Greece is coming out of the crisis and I want France to play its part in this moment”, said Emmanuel Macron, during his visit to Athens last September. Accompanied by a delegation of French business leaders, the President assured that nobody should hesitate to invest in a country that is returning to growth for the first time in eight years. Emmanuel Macron even stated that European investors had missed opportunities in recent years. He referred to the port of Piraeus, handed to the Cosco, Chinese company: “We pushed Greece to feel forced to choose non-European investors because the Europeans were no longer there. I call on the Europeans to come back, the Greek economy deserves to choose from a diverse offer and in particular France has to show up.” Currently, 10% of foreign direct investment in Greece is French.
Beyond economic relations, France and Greece are bound in common history. The French language was not long ago taught in all schools in Greece, not to mention the birth of philhellenism in France in the nineteenth century and following Greek independence. The Greek diaspora in France also played an important role in the Franco-Greek friendship. During the Greek civil war, from 1946 to 1949 and during the dictatorship of the colonels from 1967 to 1974, academics and artists, as well as politicians like Constantinos Karamanlis, who became Prime Minister after the fall of the colonels, all went into exile in France. When the dictatorship of the Colonels fell in 1974, Valéry Giscard d’Estaing was elected President of the French Republic and was the first to visit the new Greek Prime Minister Karamanlis, and he later actively supported the accession of Greece to the European Economic Community in 1981. “We do not shut the door on Plato”, had declared Valery Giscard d’Estaing. After Alexis Tsipras led his radical left-wing party to winning the January 2015 elections and went on to become Prime Minister, it is again France with President François Hollande that stood as the best ally in times of turmoil. While European countries like Germany were considering a Grexit from the eurozone, François Hollande acted as a mediator and avoided a catastrophe.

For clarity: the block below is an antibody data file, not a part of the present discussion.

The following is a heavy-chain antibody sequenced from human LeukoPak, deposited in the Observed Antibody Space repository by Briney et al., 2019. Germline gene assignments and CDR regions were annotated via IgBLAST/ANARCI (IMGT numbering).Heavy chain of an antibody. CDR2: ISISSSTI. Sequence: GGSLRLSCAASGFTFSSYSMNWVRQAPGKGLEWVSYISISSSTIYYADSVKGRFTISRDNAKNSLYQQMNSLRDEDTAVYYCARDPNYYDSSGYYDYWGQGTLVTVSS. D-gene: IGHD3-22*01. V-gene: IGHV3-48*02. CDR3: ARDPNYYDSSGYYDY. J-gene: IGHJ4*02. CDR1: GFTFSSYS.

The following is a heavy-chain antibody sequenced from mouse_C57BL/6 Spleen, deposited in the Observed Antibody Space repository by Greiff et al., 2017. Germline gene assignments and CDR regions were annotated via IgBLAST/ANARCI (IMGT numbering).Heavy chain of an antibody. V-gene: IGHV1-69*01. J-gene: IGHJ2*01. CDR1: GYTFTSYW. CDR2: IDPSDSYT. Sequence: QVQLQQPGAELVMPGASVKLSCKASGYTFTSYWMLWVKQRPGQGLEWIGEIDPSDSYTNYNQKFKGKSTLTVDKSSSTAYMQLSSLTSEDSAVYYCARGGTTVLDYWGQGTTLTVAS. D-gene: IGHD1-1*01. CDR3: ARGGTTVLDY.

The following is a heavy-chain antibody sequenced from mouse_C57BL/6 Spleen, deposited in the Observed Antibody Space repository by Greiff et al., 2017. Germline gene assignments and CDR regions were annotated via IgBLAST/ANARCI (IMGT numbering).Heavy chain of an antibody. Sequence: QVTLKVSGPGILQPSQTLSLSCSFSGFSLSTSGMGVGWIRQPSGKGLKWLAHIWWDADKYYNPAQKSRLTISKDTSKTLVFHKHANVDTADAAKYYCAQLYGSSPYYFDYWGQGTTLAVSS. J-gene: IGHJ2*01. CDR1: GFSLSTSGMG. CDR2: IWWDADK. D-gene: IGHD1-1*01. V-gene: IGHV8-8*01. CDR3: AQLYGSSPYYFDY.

On the symbolic hill of Pnyx, where the Greek popular assembly gathered to vote, Emmanuel Macron declared in September his love for Greece, a country of democracy. In an introduction in Greek, President Macron reminded what Europe owes to Greece, to its culture, and deplored the “bankruptcy of Europe” with the Greek crisis. The President called for reshaping Europe, with more democratic decision-making and a common budget for the entire euro area. Macron finally pleaded for the Greek debt relief and a fresh start: “Europe must turn the page.”